A couple of time already, I had to go through the process of enabling WebDAV on Apache HTTP Server 2.4.x and even though it is a fairly simple thing to do, I always end up Googling around a proper working solution. Here are the steps…
I am using Amazon Linux 4.14.88-72.76.amzn1.x86_64 on x86_64 as my host OS, but that shouldn’t be relevant.
Following are the steps for Apache version 2.4.37 configuration.
Open your httpd.conf Apache configuration file, which will most likely reside at /etc/httpd/conf/ directory and make sure you’re loading the configuration modules that came preinstalled with Apache 2.4. The following line should be in the config line: Include conf.modules.d/*.conf
If there, then just make sure that in /etc/httpd/conf.modules.d you have all the config files, particularly one called: 00-dav.conf
Open 00-dav.conf and double check that it contains the following lines that enable WebDAV modules and that they’re not commented out.
LoadModule dav_module modules/mod_dav.so LoadModule dav_fs_module modules/mod_dav_fs.so LoadModule dav_lock_module modules/mod_dav_lock.so
Now that we have taken care of the configuration, create a directory where you will host your, I did that in the following directory: /var/www/html/webdav
And set the proper rights on the folder:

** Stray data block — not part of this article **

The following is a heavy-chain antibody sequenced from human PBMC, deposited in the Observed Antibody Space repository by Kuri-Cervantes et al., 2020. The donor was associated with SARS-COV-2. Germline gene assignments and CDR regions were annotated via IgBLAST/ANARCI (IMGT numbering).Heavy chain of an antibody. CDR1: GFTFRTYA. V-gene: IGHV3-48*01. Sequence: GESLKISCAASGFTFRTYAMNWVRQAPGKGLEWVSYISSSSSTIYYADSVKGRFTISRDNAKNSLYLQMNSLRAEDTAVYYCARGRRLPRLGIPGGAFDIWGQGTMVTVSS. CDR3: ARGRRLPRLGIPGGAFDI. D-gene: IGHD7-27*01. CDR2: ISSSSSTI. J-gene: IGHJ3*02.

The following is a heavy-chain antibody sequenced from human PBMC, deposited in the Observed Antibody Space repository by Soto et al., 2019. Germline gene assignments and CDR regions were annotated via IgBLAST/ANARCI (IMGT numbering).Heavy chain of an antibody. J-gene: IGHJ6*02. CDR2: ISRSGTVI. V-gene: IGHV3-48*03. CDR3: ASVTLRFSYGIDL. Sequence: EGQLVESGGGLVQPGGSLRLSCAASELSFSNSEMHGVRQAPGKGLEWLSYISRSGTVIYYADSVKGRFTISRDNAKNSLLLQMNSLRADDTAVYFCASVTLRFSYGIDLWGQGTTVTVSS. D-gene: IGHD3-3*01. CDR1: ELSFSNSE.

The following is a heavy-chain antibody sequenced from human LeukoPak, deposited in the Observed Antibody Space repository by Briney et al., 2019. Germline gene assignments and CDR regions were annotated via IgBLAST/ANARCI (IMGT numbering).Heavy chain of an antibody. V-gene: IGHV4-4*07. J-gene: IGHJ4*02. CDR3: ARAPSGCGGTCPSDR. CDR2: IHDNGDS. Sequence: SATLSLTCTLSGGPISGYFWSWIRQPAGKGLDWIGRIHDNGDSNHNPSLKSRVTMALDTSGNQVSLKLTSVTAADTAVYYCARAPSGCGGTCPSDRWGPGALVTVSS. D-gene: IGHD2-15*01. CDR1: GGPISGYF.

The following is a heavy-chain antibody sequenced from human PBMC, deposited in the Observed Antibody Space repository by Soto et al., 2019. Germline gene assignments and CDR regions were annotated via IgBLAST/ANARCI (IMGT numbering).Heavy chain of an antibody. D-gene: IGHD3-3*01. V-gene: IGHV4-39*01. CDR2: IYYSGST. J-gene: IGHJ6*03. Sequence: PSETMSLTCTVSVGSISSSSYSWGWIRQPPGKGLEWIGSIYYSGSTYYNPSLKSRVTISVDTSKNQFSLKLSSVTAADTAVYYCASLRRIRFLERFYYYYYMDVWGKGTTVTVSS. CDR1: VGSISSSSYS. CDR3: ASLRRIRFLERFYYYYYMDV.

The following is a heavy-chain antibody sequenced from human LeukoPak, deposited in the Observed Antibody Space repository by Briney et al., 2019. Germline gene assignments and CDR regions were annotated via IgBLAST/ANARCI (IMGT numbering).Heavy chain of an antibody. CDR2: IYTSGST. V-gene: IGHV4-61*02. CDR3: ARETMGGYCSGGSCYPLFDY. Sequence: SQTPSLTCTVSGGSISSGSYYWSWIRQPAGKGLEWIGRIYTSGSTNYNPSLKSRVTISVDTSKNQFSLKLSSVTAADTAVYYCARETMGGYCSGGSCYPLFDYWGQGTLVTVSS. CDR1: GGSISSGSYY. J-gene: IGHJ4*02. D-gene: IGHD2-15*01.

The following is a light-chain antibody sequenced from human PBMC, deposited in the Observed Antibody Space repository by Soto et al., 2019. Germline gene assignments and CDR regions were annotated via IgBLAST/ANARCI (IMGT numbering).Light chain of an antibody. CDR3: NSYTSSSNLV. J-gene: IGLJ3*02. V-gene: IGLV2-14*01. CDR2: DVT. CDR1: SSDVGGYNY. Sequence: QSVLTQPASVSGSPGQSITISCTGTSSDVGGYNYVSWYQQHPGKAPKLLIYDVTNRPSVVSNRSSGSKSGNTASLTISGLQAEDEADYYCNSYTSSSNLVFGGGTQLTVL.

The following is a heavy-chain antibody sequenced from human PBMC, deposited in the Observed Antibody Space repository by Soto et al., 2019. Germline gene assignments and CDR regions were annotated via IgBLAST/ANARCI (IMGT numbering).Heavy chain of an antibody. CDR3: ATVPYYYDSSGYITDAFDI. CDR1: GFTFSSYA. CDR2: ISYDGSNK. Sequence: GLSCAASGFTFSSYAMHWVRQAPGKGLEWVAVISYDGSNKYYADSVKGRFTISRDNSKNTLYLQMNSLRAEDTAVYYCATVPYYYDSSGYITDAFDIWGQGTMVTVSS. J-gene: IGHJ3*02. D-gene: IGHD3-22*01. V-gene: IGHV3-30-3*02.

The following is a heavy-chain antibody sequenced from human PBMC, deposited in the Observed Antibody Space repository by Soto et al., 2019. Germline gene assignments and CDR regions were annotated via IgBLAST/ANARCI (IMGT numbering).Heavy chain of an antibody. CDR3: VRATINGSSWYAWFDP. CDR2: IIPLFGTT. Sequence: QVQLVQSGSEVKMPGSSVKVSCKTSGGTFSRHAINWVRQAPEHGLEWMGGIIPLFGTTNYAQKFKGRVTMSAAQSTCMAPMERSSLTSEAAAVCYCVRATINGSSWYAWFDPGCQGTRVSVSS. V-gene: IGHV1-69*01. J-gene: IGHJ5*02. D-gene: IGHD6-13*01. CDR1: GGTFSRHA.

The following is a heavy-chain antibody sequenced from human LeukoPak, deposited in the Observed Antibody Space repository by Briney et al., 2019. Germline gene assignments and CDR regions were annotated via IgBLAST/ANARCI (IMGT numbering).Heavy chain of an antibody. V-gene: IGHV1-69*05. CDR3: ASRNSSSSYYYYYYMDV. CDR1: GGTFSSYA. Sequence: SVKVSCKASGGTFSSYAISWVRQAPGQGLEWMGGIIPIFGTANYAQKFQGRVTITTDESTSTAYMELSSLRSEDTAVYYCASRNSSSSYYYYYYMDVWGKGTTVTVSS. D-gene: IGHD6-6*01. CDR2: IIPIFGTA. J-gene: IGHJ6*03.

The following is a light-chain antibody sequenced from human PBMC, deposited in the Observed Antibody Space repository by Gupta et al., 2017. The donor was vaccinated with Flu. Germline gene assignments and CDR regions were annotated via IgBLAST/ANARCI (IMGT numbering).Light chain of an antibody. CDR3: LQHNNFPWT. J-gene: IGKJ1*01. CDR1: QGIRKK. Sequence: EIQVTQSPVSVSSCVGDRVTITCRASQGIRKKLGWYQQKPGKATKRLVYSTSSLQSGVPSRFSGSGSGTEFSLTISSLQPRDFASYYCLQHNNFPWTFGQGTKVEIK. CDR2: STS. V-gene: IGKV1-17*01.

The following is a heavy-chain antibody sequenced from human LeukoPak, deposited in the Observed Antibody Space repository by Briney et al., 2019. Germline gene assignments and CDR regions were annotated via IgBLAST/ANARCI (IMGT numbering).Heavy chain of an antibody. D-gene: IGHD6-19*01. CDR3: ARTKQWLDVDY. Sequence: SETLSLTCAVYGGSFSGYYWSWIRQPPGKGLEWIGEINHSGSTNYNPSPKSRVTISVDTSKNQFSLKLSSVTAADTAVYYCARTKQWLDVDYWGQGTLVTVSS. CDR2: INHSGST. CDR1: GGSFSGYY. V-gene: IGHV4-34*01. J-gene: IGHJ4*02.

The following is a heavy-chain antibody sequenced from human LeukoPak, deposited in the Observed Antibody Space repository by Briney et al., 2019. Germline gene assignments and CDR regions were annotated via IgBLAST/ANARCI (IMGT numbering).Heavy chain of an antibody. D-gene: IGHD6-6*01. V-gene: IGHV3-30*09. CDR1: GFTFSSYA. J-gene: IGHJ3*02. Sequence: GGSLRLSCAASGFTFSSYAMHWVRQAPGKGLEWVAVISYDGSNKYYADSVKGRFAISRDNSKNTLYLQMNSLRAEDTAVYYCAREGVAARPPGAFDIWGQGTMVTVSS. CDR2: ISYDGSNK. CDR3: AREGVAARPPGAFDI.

All of the above can be also done by running these commands with the sudo privileges.
mkdir /var/www/html/webdav chown -R apache:apache /var/www/html chmod -R 755 /var/www/html
When done, let’s create a user called ‘webdavuser’ for WebDAV and set up a password for the new user:
htpasswd -c /etc/httpd/.htpasswd webdavuser
If you open .htpasswd file, you should see your new user added in along with the password:
Then increase security by setting the permission on the password file:
chown root:apache /etc/httpd/.htpasswd chmod 640 /etc/httpd/.htpasswd
Now you can change the virtual host configuration of the domain where you want to serve WebDAV files. First, enable the location for the DAV lock database, it must be specified in the global section of httpd.conf file using the DavLockDB directive. Then add the alias for WebDAV directory and Directory directives into your virtual host. When completed, it’ll look something like this:
Restart Apache server and see if you can visit your domain.com/webdav it should now be available. You will be presented with the request for the username and password we’ve set up for WebDAV user (webdavuser), just type it in:
If everything is setup correctly, you’ll see the WebDAV folder structure: